Who's asking: Richard Bostwick, Hallowell, ME
Indeed I have. I first fired a gun in March 1990, when the man I was dating took me out to a skeet shooting range. His gun was a 12-gauge shotgun, and I was not strong enough to control it. I was nervous about handling the gun and did not pull the stock against my shoulder hard enough; it kicked up and hit me in the face, where I'd cracked my cheekbone on a New York street curb two weeks earlier (long story for another time). It was loud, it was painful, I didn't hit anything, and it put me off guns for years.
Last summer, I had a very different experience at a gun club in Worcester, MA. I spent the day at a gun safety program sponsored by Sisters in Crime/New England, and fired seven different weapons at a variety of targets (nothing living). I had a great time, and it turns out I'm a pretty good shot. I'd like to go back to a firing range one of these days, though I don't see myself becoming a serious gun hobbyist.
As producer of Lucky Stiff -- in which a character fires a cap gun randomly throughout the show -- I bought my first-ever cap pistol, as a prop. At the end of the production, rather than submit my $5.87 (gun and ammo) receipt for reimbursement, I decided to keep the gun. I'm not sure whether or when I'll ever fire it again -- the noise would scare Dizzy -- but it's such an out-of-character thing for me to own that I'm glad to have it.
What I Read This Week
J.K. Rowling, Harry Potter and the Deathly Hallows. No spoilers here; I'll just say that I started reading around 9:00 a.m. last Saturday and finished just after midnight, with only short breaks to walk the dog and switch over laundry. Sometime before the end of the book I was crying so hard that Dizzy came over to check on me, but seldom have I felt so completely satisfied with the end of a book or a series.
Gillian Flynn, Sharp Objects. I'm late to this book, which many hailed as one of the best debuts -- one of the best crime novels, period -- of 2006. The hype is justified, and while I would never use such a stupid phrase as "transcend the genre," I would say that people who might not otherwise read crime novels should consider reading this book. Camille Preaker returns to her hometown to investigate the murders of two young girls who are found with teeth missing from their mouths, and winds up plunged into the worst dysfunctions of her childhood. What's stunning about this book is how unflinchingly honest it is about girls and women, and the terrible things we do to ourselves and each other.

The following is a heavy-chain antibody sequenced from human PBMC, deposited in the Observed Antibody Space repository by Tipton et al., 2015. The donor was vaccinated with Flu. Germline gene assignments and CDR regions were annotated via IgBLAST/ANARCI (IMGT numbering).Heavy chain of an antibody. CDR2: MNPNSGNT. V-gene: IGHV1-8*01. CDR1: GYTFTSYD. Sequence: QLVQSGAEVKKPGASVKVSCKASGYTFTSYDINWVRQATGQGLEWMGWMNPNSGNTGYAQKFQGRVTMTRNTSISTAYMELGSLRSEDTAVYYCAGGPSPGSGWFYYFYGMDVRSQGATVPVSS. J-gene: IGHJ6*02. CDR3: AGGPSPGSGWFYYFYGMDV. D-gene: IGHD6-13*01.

Chris Grabenstein, Whack-a-Mole. After the darkness of Sharp Objects, I needed a little reassurance about human nature. The answer: the third adventure of John Ceepak, a New Jersey police officer who does not lie, cheat, steal, or tolerate those who do. Ceepak and his partner (and narrator) Danny Boyle discover evidence of a serial killer at work in the resort town of Sea Haven. Dormant for years, the killer has returned to his work, and wants people to know what he's doing. Ceepak and Boyle are good deeds shining in a naughty world; Boyle, standing in for the reader, is appropriately upset by the violence he encounters. This remains one of my favorite series.